I’m keeping the books. They’re not portkeys, and holding onto them won’t transport me to another place or time. But sometimes when I lie in bed at night with a cup of tea and read a chapter to myself, and remember those little boys’ voices in my ear and the wonder in their eyes…sometimes, it’s magic.

This column first appeared in the April 27, 2016 Woodmen Edition of the Gazette Community News.

The Highest Compliment

I like to know why people do things, so when I spoke to several volunteers last week as part of some stories I was working on, I asked each one of them, “Why do you do it?”

They gave me a lot of great answers. There are exceptional people in this town who dedicate their lives to local organizations like the American Red Cross, Humane Society of the Pikes Peak Region, Mt. Carmel Center of Excellence, and the Rocky Mountain Field Institute. It was a very humbling week for me.

That got me thinking about my own experiences with volunteering over the years. Why did I do it? There had to be a reason. Like Cori Tanner, a volunteer for the Red Cross, told me, “None of us is Mother Teresa. We have to get something out of this.” Was she right? Why did I volunteer and what did I get out of it?

I thought about my own Red Cross volunteer experiences. Years ago, living in California’s Mojave Desert, I wanted to be a paramedic. I found out that I should be an EMT, an emergency medical technician, first, and then decide if training to become a paramedic made sense for me. I went back to school and got my EMT certification and then I tried to get a job. I quickly found that EMTs don’t make much money, and the starting salary was a small fraction of what I was making as a bartender on Edwards Air Force Base. What to do?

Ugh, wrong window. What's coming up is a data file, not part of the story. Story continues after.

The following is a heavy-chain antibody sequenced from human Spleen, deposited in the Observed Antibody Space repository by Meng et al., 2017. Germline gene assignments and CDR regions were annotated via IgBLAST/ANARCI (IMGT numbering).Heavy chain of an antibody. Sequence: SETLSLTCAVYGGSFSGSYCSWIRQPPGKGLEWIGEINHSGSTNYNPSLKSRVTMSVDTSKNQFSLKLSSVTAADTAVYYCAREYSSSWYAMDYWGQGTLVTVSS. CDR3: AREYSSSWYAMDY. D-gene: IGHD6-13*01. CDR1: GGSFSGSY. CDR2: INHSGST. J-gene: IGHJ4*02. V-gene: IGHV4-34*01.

I took a volunteer position working on the base as an EMT for the American Red Cross. That way, I kept my bartender pay and still got to work as an EMT several times a week, on my schedule. I wasn’t on call and I didn’t do any overnight shifts, which would have impacted my job, but I got to discover what it was like to work alongside medical staff at the base hospital. I started out in the pediatric clinic, then moved to the emergency room. It was exciting – an amazing experience, really. Back then, Red Cross volunteers on military bases could do a lot. I weighed and measured the babies that came into the clinic, and took their temperatures. After a while I was giving shots. In the ER, I helped with all kinds of things: bandaging, casting, stitching, and anything else I felt confident enough to do and the doctors and other EMTs trusted me to do. My most memorable patient was a guy who had been in a motorcycle accident. I had to scrub all the pavement out of his skin with what looked like a Brillo pad – and with no anesthetic. I felt awful doing it. Surely it must have been incredibly painful for him! He could sense how I felt and actually talked me through it, reassuring me that it would be okay and we could get through the experience together. After all, he reminded me, nothing I could do to him was going to be any worse than what his commanding officer was going to do to him for “damaging government property,” he joked.